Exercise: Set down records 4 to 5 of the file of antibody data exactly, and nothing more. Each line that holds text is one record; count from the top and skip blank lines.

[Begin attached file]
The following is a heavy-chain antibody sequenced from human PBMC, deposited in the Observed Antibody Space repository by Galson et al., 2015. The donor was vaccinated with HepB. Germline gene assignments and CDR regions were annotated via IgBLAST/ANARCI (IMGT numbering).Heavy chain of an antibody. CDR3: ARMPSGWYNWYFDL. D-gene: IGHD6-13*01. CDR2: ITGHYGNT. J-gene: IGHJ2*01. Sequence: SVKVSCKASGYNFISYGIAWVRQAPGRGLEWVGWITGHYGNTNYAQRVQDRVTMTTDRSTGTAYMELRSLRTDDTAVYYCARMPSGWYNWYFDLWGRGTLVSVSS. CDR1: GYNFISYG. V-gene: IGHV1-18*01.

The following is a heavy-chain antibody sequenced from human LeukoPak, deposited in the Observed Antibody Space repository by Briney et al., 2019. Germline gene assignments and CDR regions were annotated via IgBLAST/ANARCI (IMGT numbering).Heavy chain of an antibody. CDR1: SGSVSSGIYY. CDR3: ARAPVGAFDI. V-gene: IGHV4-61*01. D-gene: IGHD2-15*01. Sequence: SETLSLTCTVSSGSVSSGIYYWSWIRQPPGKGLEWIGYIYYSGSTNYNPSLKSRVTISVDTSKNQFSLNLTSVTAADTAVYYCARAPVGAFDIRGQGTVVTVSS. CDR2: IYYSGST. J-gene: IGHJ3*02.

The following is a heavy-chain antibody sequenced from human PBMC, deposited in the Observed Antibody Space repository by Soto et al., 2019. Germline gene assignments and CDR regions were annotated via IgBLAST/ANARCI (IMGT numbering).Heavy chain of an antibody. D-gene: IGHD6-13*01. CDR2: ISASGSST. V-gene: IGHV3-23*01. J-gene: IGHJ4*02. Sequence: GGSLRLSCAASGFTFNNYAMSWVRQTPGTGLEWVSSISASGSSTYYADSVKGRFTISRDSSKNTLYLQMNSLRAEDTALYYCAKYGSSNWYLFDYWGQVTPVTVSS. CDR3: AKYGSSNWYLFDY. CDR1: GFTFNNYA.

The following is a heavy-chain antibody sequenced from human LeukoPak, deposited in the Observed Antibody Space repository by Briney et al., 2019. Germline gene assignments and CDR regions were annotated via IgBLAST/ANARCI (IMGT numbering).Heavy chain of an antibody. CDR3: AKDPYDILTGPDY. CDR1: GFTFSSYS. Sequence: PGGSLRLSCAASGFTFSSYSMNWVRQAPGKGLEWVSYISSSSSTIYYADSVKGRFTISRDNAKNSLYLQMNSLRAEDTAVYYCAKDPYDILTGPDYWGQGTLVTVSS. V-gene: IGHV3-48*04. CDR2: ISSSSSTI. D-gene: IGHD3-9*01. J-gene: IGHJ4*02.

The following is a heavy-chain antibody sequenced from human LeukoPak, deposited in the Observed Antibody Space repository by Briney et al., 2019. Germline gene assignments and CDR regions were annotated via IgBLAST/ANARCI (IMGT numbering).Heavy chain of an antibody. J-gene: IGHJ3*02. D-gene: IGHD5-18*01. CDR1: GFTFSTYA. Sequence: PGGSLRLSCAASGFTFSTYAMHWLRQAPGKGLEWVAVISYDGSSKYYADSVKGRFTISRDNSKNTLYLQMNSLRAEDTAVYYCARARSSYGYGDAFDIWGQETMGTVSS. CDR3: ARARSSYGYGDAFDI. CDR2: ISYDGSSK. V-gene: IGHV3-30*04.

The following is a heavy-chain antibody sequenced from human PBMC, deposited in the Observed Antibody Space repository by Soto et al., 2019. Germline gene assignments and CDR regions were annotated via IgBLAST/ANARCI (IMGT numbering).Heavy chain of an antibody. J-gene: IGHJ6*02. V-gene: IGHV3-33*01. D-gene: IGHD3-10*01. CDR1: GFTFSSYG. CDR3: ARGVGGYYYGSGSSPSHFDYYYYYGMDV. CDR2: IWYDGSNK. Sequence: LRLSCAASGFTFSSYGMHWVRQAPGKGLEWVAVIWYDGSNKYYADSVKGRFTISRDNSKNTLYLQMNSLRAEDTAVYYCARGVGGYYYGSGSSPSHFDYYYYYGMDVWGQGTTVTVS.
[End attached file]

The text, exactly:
The following is a heavy-chain antibody sequenced from human LeukoPak, deposited in the Observed Antibody Space repository by Briney et al., 2019. Germline gene assignments and CDR regions were annotated via IgBLAST/ANARCI (IMGT numbering).Heavy chain of an antibody. CDR3: AKDPYDILTGPDY. CDR1: GFTFSSYS. Sequence: PGGSLRLSCAASGFTFSSYSMNWVRQAPGKGLEWVSYISSSSSTIYYADSVKGRFTISRDNAKNSLYLQMNSLRAEDTAVYYCAKDPYDILTGPDYWGQGTLVTVSS. V-gene: IGHV3-48*04. CDR2: ISSSSSTI. D-gene: IGHD3-9*01. J-gene: IGHJ4*02.

The following is a heavy-chain antibody sequenced from human LeukoPak, deposited in the Observed Antibody Space repository by Briney et al., 2019. Germline gene assignments and CDR regions were annotated via IgBLAST/ANARCI (IMGT numbering).Heavy chain of an antibody. J-gene: IGHJ3*02. D-gene: IGHD5-18*01. CDR1: GFTFSTYA. Sequence: PGGSLRLSCAASGFTFSTYAMHWLRQAPGKGLEWVAVISYDGSSKYYADSVKGRFTISRDNSKNTLYLQMNSLRAEDTAVYYCARARSSYGYGDAFDIWGQETMGTVSS. CDR3: ARARSSYGYGDAFDI. CDR2: ISYDGSSK. V-gene: IGHV3-30*04.